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Wednesday, May 31, 2006

Canadians healthier, have better access to health-care than Americans: study

By Helen Branswell

(CP) - A new study comparing the health and health-care access of Canadians and Americans suggests that Canadians are in general healthier and have better access to health care than their neighbours to the south.

Sure, Canadian wait times are bad, one of the authors admits. But the inherent inequity in the U.S. system and its failure to cover a huge swath of the American populace is worse, says Dr. David Himmelstein, of Harvard Medical School and the Cambridge Health Alliance.

"I think what our data . . . clearly shows that for any given level of expenditure, you get far more and far better care from a Canadian method of going about financing it (health care) than from the U.S. method," said Himmelstein, a specialist in primary care internal medicine.

"You (in Canada) spend at a very low level. And get very good value for care."

All the extra money Americans spend don't seem to be buying them better health. The study - based on identical large surveys conducted on both sides of the border - showed Americans are more likely to be obese (20.7 per cent versus 15.3 per cent), more likely to suffer from diabetes (6.7 per cent vs. 4.7 per cent) and are more likely to have high blood pressure (18.3 per cent vs. 13.9 per cent) than Canadians.

Americans are also more likely to live an entirely sedentary lifestyle; 13.6 per cent reported they had taken no physical exercise in the three months prior to the study, versus 6.5 per cent of Canadians.

Surprisingly, Canadian respondents smoked more than their American cousins. Nineteen per cent of Canadians reported being a daily smoker versus 16.8 per cent of Americans.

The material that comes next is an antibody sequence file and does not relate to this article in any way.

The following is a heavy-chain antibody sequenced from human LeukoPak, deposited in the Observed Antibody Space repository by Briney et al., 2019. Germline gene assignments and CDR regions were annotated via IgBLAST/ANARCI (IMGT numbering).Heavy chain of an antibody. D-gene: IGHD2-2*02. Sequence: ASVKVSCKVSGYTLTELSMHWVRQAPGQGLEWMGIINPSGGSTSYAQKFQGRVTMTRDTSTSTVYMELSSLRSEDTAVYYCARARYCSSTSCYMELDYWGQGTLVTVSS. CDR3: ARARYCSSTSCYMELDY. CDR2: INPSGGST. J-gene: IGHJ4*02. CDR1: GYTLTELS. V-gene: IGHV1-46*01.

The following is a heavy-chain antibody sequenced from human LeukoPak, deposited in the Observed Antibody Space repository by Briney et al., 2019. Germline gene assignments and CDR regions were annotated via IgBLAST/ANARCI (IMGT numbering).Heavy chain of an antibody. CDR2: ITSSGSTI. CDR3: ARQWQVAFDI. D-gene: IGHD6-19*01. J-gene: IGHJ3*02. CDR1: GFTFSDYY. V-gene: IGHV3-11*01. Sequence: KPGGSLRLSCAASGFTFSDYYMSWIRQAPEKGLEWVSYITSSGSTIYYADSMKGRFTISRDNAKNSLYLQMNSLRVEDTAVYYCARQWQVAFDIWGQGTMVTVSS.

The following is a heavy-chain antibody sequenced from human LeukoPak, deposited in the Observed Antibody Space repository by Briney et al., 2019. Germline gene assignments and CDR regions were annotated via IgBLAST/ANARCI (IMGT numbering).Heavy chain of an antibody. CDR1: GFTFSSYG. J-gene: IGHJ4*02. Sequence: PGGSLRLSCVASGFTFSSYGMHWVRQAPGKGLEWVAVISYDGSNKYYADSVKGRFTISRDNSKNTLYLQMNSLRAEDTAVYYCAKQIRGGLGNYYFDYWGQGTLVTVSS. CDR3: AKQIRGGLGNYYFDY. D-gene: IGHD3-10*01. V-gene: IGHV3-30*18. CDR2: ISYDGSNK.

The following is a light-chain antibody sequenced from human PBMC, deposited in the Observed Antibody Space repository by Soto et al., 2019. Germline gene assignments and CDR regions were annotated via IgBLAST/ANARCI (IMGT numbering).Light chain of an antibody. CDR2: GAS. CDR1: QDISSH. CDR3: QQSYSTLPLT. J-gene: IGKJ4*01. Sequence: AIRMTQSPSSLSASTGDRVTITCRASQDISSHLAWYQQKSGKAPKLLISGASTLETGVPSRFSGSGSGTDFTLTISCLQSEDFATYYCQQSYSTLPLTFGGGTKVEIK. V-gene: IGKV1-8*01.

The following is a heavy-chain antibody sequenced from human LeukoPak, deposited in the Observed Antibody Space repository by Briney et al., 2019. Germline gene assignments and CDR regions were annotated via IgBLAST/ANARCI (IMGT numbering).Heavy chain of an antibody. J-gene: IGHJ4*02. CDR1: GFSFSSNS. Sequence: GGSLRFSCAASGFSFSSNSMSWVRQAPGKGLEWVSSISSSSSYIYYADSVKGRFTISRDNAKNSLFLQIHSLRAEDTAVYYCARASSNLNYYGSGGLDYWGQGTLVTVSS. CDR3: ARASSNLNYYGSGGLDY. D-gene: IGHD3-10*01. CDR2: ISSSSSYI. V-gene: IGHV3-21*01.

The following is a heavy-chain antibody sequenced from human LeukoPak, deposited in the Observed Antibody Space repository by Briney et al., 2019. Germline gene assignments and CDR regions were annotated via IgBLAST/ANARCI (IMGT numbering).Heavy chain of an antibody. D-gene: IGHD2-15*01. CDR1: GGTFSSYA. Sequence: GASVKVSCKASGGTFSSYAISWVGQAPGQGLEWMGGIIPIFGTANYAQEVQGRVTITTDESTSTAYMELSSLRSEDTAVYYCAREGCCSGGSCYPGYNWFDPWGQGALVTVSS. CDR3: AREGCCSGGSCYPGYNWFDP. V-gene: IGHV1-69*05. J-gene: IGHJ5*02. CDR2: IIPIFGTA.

But for reasons that aren't clear, rates of chronic obstructive pulmonary disease - a condition closely linked to smoking - were almost double among American respondents as compared to the Canadians.

"Canadians look a tad healthier on a number of measures, I guess most importantly diabetes and hypertension," said Himmelstein.

"And (they) also report generally that they get care a bit more easily than Americans, despite spending so much less than we do."

Himmelstein and his co-authors analysed data from the Joint Canada/U.S. Survey of Health, which compared health status, access to care and health-care utilization in the two countries.

The data were collected through phone surveys conducted by Statistics Canada and the U.S. National Center for Health Statistics between November 2002 and March 2003, with 3,500 Canadians and 5,200 Americans asked the same questions about their health and health-care usage.

The study was published Tuesday in the American Journal of Public Health.

Though many Canadians report having trouble finding a family doctor, the survey suggests Americans have a bigger problem on this front. Nearly 85 per cent of Canadians reported having a family doctor, versus just under 80 per cent in the U.S.

And only 5.1 per cent of Canadians reported being unable to pay for needed medication; the rate in the U.S. was virtually double.

Overall, 13.2 per cent of Americans said they had unmet health needs, compared to 10.7 per cent of Canadians. Himmelstein said the Canadian problem related to waiting times for care, but in the U.S. it was inability to get care at all because of cost barriers.

"Once you fall ill in the United States, your fundamental barrier to access - if indeed you have one - is your ability to pay. Whereas our fundamental barrier to access here is you get stuck on a long waiting list," said Dr. Tom Noseworthy, director of the University of Calgary's Center for Health and Policy Studies and a founding member of the new group Canadian Doctors for Medicare.

"But when you look at the end service - Do the people with low income have a better shot at getting service? Do our immigrants and non-whites have a better shot at getting service? - we're doing better," he noted.

"So it would suggest that a universal coverage system is acting to ameliorate some of the discrepancies that are otherwise found in our society."

There was one area where Americans fared better than Canadians. Despite being less healthy and having less access to a vastly more expensive health-care system, Americans are happier with their care than Canadians are.




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